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My Own Private Idée Fixe

Restless (2011)

Scott Green/Sony Pictures Classics

Gus Van Sant seems to have devoted much of his filmography to rehearsing for that inevitable River Phoenix biopic. Indeed, the filmmaker has explored how young outcasts grapple with mortality from just about every angle — even the price-of-fame slant in the quasi-Kurt Cobain biopic “Last Days” — except one directly invoking Phoenix himself. Mr. Van Sant’s latest, “Restless,” continues this journeying, albeit this time in the timeworn boy-meets-terminally-ill-girl variety.

From the little-seen “Mala Noche” to the highly commercial “Good Will Hunting,” he has always been preoccupied with waifish offscourings. It’s almost perverse how he ogles each and every one of his twinkish, marginalized protagonists by lovingly doting on him with warm lighting and soft-focus close-ups courtesy of Harris Savides. But since Phoenix’s passing, Mr. Van Sant seems to literally work through his grieving process by adding the element of fatality to his favorite milieu, such as in “Gerry,” “Elephant,” “Last Days” and “Paranoid Park.”

It’s curious that Mr. Van Sant chooses to revisit the subject again after the triumphant “Milk,” but “Restless” does demonstrate that he has gotten a bit older and wiser. Henry Hopper (son of Dennis) is Mr. Van Sant’s muse du jour, playing the porcelain-skinned, perpetually nappy-headed and always-dressed-in-black high-school dropout named Enoch. Crashing funerals as a hobby, he meets the cancer-stricken but nevertheless pixie-like Annabel (Mia Wasikowska). He gradually lets down his guard and confides in her about the personal tragedy that has made him so antisocial.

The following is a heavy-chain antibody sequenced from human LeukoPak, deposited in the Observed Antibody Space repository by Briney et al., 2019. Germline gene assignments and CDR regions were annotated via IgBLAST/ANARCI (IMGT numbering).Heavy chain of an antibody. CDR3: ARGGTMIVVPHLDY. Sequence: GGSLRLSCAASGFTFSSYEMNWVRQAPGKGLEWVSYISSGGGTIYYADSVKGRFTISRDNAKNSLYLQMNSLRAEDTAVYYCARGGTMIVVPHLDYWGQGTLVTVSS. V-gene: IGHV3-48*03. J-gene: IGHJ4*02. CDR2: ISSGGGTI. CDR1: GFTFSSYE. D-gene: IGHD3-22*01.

Though it’s as unsentimental as Mr. Van Sant’s other films, screenwriter Jason Lew at least doesn’t keep the characters at arm’s length the way Mr. Van Sant does in his own scripts. In fact, one can safely conclude that Mr. Van Sant is most accomplished when directing other people’s screenplays. “Restless” exudes the maturity that eludes Mr. Van Sant’s previous fusions of youth and death. It’s too bad he still hasn’t learned to shower his female leads with the same adoring attention he lavishes on his male ones. The relatively more seasoned Ms. Wasikowska is neglected throughout the film, which lessens the impact of Annabel’s eventual demise.


Opens on Sept. 16 in New York and Los Angeles and on Oct. 21 in Britain.

Directed by Gus Van Sant; written by Jason Lew; director of photography, Harris Savides; edited by Elliot Graham; music by Danny Elfman; production design by Anne Ross; costumes by Danny Glicker; produced by Brian Grazer, Ron Howard, Bryce Dallas Howard and Mr. Van Sant; released by Sony Pictures Classics. Running time: 1 hour 33 minutes. This film is rated PG-13 by M.P.A.A. and PG by B.B.F.C.

WITH: Henry Hopper (Enoch Brae), Mia Wasikowska (Annabel Cotton), Ryo Kase (Hiroshi Takahasi), Schuyler Fisk (Elizabeth Cotton), Jane Adams (Mabel), Chin Han (Dr. Lee) and Lusia Strus (Rachel Cotton).


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